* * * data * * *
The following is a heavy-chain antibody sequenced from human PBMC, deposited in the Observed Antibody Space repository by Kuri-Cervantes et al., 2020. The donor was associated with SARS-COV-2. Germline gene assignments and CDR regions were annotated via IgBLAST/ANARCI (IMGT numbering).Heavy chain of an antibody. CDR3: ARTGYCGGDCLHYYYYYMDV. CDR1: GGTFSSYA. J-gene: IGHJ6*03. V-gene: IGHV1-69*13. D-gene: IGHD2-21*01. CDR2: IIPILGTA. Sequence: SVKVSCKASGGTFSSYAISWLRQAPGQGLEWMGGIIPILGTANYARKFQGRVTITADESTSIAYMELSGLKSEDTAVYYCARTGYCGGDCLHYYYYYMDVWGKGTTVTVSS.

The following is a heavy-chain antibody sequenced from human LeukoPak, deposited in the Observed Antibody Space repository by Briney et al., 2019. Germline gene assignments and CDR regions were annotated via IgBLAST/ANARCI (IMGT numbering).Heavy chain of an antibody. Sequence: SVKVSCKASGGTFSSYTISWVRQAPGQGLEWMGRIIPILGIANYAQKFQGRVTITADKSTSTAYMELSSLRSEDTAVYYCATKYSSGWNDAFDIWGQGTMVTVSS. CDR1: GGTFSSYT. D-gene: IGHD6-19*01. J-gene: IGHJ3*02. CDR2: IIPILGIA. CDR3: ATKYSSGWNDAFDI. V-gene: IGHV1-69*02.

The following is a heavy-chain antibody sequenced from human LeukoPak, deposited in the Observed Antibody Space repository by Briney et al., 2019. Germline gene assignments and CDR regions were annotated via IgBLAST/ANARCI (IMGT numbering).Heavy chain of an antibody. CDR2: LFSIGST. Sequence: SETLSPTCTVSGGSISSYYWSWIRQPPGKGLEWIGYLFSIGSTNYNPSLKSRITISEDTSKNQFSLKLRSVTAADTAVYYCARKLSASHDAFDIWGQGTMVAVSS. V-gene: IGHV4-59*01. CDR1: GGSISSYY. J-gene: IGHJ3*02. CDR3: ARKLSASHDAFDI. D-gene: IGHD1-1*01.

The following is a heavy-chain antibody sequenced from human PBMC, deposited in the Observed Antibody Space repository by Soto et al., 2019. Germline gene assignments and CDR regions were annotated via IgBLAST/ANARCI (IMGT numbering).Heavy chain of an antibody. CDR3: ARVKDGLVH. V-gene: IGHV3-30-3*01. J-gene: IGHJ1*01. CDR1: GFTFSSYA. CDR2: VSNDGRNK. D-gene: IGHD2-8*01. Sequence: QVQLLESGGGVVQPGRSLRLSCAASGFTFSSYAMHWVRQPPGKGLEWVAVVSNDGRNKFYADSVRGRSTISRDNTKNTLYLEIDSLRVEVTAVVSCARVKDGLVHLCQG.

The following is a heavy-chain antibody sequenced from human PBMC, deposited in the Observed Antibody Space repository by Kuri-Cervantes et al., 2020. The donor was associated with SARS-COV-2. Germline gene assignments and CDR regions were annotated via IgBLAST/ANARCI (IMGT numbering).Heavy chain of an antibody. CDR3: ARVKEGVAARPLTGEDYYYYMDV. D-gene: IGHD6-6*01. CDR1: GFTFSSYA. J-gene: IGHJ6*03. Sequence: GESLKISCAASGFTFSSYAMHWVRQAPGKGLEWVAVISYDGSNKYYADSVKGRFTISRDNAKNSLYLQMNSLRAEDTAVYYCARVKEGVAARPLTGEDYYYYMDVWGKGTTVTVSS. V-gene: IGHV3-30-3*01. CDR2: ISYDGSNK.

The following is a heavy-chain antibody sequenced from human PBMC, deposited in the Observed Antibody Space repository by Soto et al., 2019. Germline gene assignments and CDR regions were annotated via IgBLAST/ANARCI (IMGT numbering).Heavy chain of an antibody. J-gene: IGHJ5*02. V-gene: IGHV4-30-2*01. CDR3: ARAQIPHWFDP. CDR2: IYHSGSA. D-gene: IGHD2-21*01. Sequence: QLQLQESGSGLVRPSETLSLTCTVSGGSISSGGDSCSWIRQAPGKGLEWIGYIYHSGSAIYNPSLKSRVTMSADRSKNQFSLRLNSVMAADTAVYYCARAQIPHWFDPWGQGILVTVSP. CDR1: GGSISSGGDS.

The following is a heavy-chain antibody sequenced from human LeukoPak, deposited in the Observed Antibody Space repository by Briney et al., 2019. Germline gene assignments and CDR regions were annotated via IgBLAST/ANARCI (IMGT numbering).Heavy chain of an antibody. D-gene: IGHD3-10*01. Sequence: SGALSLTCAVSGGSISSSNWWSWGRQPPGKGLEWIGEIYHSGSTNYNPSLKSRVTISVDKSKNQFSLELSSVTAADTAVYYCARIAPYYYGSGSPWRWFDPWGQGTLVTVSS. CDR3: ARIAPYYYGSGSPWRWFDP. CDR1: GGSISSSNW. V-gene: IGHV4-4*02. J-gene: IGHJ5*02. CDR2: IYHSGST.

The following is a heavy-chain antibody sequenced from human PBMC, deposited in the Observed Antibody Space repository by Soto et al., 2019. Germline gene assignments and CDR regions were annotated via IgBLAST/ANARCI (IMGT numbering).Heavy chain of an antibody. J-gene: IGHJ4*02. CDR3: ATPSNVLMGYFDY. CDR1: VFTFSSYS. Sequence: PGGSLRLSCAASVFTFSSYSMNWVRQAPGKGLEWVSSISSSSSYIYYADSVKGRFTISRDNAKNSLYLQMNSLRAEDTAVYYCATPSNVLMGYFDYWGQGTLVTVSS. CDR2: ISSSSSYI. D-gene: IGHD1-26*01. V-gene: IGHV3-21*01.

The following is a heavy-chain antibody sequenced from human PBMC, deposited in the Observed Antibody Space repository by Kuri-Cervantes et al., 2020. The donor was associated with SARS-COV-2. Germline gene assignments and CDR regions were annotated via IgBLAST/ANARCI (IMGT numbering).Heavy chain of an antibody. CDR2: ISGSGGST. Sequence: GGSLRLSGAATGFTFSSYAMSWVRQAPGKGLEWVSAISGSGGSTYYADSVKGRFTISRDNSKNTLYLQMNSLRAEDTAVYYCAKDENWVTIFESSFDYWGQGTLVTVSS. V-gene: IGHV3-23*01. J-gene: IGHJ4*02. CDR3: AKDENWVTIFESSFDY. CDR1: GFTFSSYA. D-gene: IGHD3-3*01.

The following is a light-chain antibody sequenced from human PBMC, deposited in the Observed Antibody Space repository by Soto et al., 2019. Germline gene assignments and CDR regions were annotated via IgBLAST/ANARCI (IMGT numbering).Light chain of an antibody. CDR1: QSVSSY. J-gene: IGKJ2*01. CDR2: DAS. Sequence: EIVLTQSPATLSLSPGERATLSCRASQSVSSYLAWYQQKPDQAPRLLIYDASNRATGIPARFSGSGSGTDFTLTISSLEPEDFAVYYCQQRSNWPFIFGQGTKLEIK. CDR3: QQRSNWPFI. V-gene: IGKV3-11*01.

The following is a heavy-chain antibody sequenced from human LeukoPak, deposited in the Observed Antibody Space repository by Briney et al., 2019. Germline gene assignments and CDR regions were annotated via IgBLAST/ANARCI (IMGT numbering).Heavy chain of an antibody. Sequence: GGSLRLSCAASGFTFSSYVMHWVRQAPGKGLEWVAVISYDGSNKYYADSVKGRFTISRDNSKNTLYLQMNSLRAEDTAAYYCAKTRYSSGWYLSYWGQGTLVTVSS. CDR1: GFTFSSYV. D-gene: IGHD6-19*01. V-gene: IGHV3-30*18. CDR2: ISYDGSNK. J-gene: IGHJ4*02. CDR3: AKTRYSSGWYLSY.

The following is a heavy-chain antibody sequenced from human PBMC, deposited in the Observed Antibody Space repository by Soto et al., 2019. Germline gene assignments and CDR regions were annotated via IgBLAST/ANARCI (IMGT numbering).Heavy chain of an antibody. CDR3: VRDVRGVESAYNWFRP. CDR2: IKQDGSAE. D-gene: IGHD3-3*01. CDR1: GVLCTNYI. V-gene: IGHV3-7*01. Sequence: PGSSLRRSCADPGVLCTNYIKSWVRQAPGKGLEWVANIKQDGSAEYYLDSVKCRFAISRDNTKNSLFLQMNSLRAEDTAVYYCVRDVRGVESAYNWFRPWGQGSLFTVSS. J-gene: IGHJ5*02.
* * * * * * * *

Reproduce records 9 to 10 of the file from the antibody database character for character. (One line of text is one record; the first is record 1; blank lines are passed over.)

The following is a heavy-chain antibody sequenced from human PBMC, deposited in the Observed Antibody Space repository by Kuri-Cervantes et al., 2020. The donor was associated with SARS-COV-2. Germline gene assignments and CDR regions were annotated via IgBLAST/ANARCI (IMGT numbering).Heavy chain of an antibody. CDR2: ISGSGGST. Sequence: GGSLRLSGAATGFTFSSYAMSWVRQAPGKGLEWVSAISGSGGSTYYADSVKGRFTISRDNSKNTLYLQMNSLRAEDTAVYYCAKDENWVTIFESSFDYWGQGTLVTVSS. V-gene: IGHV3-23*01. J-gene: IGHJ4*02. CDR3: AKDENWVTIFESSFDY. CDR1: GFTFSSYA. D-gene: IGHD3-3*01.

The following is a light-chain antibody sequenced from human PBMC, deposited in the Observed Antibody Space repository by Soto et al., 2019. Germline gene assignments and CDR regions were annotated via IgBLAST/ANARCI (IMGT numbering).Light chain of an antibody. CDR1: QSVSSY. J-gene: IGKJ2*01. CDR2: DAS. Sequence: EIVLTQSPATLSLSPGERATLSCRASQSVSSYLAWYQQKPDQAPRLLIYDASNRATGIPARFSGSGSGTDFTLTISSLEPEDFAVYYCQQRSNWPFIFGQGTKLEIK. CDR3: QQRSNWPFI. V-gene: IGKV3-11*01.